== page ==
Saint Andrew Russian Greek Catholic Church

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Russian Greek-Catholic Church

Update Regarding Indoor Masking From the Archdiocese - 10/17/2022

“Effective 18 October 2022, the celebrant, ministers, and the faithful are no longer required to wear masks nor can masks be required.  However, those who choose to wear a mask are free to do so.” 


Our indoor Liturgies and other Services will continue to be live-steamed at
https://www.facebook.com/StAndrewRussianGreekCatholicParish/  Weekday Matins Services will be available via Zoom: if you would like to participate, please contact Father Alexei for Zoom link.    

Our weekly Sunday bulletin will continue to be distributed electronically.

   

For your convenience, our methods of online giving will continue to be available:   access Givelify  at: www.givelify.com/givenow/1.0/NjUwMDY=/selection


Or if you prefer, our parish GoFundMe account is still active at:    https://www.gofundme.com/f/st-andrew039s-church


Sun

22 Jan

 

Divine Liturgy, 10:00 a.m.

Mon

23 Jan

 

There are no events scheduled for today.

Tue

24 Jan

 

There are no events scheduled for today.

Wed

25 Jan

 

Feast of Saiont Gregory (Nazianzan) the Theologian

Matins, 8:00 a.m. in-person and via Zoom.

Thur

26 Jan

 

There are no events scheduled for today.

Fri

27 Jan

 

Feast of the Translation of the Relics of Saint John Chrysostom

Matins, 8:00 a.m., via Zoom.

Sat

28 Jan

 

There are no events scheduled for today.

Sun

29 Jan

 

Divine Liturgy, 10:00 a.m. followed by our Monthly Charity "Luncheon".  See Note below.

Annual Week of Prayer for Christian Unity Service, 3:00 p.m. in our church followed by an outdoor reception.  See Note below.



Monthly Charity "Luncheon"

The beneficiary of this month’s Charity “Luncheon” is Forgotten Children, Inc.  Founded in 2006 by Paula Daniels, FCI’s mission is to rescue, restore, educate, and bring hope to victims of human trafficking and sexual exploitation.  That mission is being fulfilled through Rachel’s House of Healing in Long Beach, which provides a safe place to stay for up to five girls as well as two drop in/resource centers offering a hot meal, advocacy, counseling, case management, resources, support, and a 180 Intervention program.   Most victims of human trafficking are ages 12 to 17, and their lifespan  as a sexual captive is about seven years once they get involved.   These girls are lured out of their homes, onto a plane, and out of town within an hour.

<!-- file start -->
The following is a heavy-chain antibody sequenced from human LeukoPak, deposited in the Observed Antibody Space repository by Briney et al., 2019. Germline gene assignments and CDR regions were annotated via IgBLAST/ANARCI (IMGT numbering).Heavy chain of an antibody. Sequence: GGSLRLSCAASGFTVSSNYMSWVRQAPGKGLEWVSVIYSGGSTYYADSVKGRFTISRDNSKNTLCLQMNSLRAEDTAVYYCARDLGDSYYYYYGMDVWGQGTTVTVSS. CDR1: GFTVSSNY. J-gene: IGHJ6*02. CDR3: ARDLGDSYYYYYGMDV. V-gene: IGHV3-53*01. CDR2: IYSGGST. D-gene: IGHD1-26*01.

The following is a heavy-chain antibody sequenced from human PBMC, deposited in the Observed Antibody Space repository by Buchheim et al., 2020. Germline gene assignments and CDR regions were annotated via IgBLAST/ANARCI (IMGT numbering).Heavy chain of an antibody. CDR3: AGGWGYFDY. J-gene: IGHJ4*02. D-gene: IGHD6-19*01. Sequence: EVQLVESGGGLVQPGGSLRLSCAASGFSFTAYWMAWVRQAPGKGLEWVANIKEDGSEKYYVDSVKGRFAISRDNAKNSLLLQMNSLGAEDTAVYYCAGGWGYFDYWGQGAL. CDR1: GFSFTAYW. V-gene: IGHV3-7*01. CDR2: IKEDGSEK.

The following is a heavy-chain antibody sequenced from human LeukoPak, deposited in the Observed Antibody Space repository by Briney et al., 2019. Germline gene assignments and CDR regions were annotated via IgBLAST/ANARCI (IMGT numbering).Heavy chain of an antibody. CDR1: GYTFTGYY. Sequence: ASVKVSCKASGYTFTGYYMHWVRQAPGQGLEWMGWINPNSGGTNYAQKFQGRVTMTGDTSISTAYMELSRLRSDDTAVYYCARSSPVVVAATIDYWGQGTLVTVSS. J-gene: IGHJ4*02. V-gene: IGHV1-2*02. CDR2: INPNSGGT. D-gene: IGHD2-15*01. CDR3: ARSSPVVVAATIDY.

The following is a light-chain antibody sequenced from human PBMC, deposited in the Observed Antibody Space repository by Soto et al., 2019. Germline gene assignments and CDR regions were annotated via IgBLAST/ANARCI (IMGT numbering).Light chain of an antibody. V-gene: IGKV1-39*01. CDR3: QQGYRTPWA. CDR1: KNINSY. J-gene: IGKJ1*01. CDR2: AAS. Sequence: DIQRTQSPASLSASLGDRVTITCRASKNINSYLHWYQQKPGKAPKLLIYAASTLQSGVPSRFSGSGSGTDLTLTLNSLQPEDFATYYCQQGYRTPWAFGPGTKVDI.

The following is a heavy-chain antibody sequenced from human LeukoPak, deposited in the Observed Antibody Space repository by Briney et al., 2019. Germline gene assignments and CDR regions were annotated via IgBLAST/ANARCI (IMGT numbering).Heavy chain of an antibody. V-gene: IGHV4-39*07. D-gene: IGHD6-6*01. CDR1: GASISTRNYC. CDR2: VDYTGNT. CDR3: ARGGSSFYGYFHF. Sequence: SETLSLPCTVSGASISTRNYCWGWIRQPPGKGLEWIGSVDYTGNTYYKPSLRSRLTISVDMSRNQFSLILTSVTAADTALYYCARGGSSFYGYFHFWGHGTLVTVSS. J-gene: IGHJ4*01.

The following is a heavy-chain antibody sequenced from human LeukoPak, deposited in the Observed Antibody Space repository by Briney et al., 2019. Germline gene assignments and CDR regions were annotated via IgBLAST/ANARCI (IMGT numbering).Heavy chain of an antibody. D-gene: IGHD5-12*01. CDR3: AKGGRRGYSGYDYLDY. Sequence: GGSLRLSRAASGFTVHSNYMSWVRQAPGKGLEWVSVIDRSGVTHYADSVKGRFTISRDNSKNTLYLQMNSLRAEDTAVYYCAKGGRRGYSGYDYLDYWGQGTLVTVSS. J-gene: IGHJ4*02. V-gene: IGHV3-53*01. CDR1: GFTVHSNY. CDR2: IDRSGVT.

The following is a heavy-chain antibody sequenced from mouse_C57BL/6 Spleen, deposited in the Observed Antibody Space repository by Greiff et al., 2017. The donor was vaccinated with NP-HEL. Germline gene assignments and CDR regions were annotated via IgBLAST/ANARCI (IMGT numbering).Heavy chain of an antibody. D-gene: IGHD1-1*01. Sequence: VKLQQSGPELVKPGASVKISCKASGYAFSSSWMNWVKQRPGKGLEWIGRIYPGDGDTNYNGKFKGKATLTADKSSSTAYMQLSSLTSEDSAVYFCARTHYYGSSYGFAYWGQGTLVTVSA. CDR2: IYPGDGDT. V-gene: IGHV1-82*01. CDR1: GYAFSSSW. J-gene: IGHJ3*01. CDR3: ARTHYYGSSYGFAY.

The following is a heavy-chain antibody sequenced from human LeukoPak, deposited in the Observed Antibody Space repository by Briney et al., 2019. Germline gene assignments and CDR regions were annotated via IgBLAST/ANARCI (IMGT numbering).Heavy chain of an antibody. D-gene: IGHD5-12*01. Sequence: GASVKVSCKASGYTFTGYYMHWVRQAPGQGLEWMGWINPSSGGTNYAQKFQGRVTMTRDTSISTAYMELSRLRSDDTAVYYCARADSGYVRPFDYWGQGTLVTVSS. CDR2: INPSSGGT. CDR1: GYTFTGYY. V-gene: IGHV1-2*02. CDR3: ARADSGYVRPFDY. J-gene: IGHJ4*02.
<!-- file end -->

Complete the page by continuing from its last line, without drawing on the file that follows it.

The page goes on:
Week of Prayer for Christian Unity

The annual Week of Prayer for Christian Unity is observed 18-25 of January.   The theme for this year’s observance -  “Do good; seek justice” - was chosen by the Minnesota Council of Churches in the aftermath of the extrajudicial killings of George Floyd and the trial of the police officer responsible for his death.  These events brought anguish, but also time for the Christian communities to contemplate ways in which they may be complicit in racial injustice.   Christian unity is needed as a source of reconciliation. The theme, taken from the first chapter of the Book of Isaiah, reflects the Prophet’s concern for the oppressed who suffer from injustice and inequality fed by hypocrisy that leads to disunity. 


This year our parish will be hosting the annual Prayer Service for Christian Unity on Sunday, 29 January 2023, at 3 p.m..  Please the page entitled  Flyer for Christian Unity Service.



House Blessings

Following the Feast of the Theophany up until the beginning of Great Lent, it is customary for the priest to bring some of the Jordan Water blessed on the Feast and sanctify your homes.   Due to the COVID Pandemic, we have not been able to do so for the last two years, but Father Alexei is willing to do so this year, providing certain Pandemic Protocols are observed.   If you would  like your home blessed, please fill out the form in the rear of our church and place it in the rectory mailbox.



Prayer Requests

Please do not hesitate to send request for prayers to the rectory.



Restorative Tai Chi

Classes in Restorative Tai Chi are offered Tuesday, Thursday and Friday evenings at 6:30 p.m., Saturday morning at 11;00 a.m., and Sunday afternoon at 2:30 p.m.  Newcomers are welcome!  Classes are small, with proper physical distancing observed.  Cost: $15.00 and a food donation for CASE.  Packages are available at reduced rates.

 


Spread the Word!

Following the theft of the proceeds of our 2017 Yard Sale, which were designated to help fund the repairs to our blue cupola on the side of our church, we have established a GoFundMe account to not only recoup the stolen proceeds from the Sale but also to assist in funding the repairs.  

 
 
Saint Xenia Charitable Fund